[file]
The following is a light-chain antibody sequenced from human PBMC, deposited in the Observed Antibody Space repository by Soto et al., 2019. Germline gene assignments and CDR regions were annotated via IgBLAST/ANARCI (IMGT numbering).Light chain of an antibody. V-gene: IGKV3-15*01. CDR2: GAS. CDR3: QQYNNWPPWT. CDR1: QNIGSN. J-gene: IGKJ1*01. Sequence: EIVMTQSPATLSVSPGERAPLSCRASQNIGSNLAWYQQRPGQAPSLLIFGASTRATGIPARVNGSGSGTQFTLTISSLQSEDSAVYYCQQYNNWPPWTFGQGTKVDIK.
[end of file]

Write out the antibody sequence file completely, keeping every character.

The following is a light-chain antibody sequenced from human PBMC, deposited in the Observed Antibody Space repository by Soto et al., 2019. Germline gene assignments and CDR regions were annotated via IgBLAST/ANARCI (IMGT numbering).Light chain of an antibody. V-gene: IGKV3-15*01. CDR2: GAS. CDR3: QQYNNWPPWT. CDR1: QNIGSN. J-gene: IGKJ1*01. Sequence: EIVMTQSPATLSVSPGERAPLSCRASQNIGSNLAWYQQRPGQAPSLLIFGASTRATGIPARVNGSGSGTQFTLTISSLQSEDSAVYYCQQYNNWPPWTFGQGTKVDIK.